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Urbus looks to boost image

By Christine Nikiel

Friday 18th July 2003

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Property company Urbus is talking up its future as a listed company as it gears up for its first appearance on the Stock Exchange on Monday.

But it must shed the stigma of its time as a syndicator of properties, some of which faced lease expiries and falling valuations before being consolidated into Urbus to average out performance.

Urbus director John Whitehead admitted the company had "a history" but it was trying to shake that off.

"There's no doubt our background is undisputably there but the board is aware of [the image]."

The fact the company was listing and now had four independent directors showed it was trying to change its image, Mr Whitehead said.

But market sources suggested the real test would be whether Urbus could increase the volume of shares traded after a long run of thin trading during its time on the secondary board. Urbus will hit the main board with a net asset backing of 93c.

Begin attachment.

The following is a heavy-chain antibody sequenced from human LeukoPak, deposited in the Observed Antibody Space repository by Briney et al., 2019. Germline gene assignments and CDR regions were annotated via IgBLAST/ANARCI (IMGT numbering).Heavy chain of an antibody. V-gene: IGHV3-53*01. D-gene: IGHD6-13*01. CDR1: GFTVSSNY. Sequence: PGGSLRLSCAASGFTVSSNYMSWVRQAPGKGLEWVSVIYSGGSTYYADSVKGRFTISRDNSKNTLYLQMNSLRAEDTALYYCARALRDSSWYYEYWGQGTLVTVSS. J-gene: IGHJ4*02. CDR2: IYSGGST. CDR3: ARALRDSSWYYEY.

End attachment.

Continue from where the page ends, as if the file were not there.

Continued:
Urbus is the product of the restructured portfolio of Waltus, which merged its 27 syndicated properties in 2000.

With a portfolio of more than 50 properties worth $390 million, Urbus is gaining critical mass.

But, as one investor pointed out, more properties meant more management fees.

Since 2000 Urbus has appointed four independent directors and a new chief executive of Urbus Property Management, former general manager of commercial property at Auckland International Airport Murray Barclay.

It sold a number of deadwood buildings with short-term leases that were bought for syndicate purposes through Waltus. After buying Waltus Syndicate companies and Waltus Syndicate special partnerships for $157 million last year Urbus became the country's fourth-biggest property company by total assets, weighing in at $390 million behind Trans Tasman Properties, Kiwi Income Property Trust and AMP NZ Office Trust.

Mr Whitehead said most Urbus investors at the moment were "people who were drawn into the [Waltus] syndicate by financial advisers."

He hoped the shareholder base would grow to include institutional support.

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